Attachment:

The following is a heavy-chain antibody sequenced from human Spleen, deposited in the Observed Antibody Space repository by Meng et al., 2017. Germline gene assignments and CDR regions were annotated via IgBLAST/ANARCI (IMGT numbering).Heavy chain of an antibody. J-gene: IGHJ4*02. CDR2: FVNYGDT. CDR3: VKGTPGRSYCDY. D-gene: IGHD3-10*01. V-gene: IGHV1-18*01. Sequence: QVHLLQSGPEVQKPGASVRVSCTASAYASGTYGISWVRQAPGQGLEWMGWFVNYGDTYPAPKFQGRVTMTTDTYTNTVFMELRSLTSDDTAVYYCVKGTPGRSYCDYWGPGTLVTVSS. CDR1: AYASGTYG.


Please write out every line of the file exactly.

The following is a heavy-chain antibody sequenced from human Spleen, deposited in the Observed Antibody Space repository by Meng et al., 2017. Germline gene assignments and CDR regions were annotated via IgBLAST/ANARCI (IMGT numbering).Heavy chain of an antibody. J-gene: IGHJ4*02. CDR2: FVNYGDT. CDR3: VKGTPGRSYCDY. D-gene: IGHD3-10*01. V-gene: IGHV1-18*01. Sequence: QVHLLQSGPEVQKPGASVRVSCTASAYASGTYGISWVRQAPGQGLEWMGWFVNYGDTYPAPKFQGRVTMTTDTYTNTVFMELRSLTSDDTAVYYCVKGTPGRSYCDYWGPGTLVTVSS. CDR1: AYASGTYG.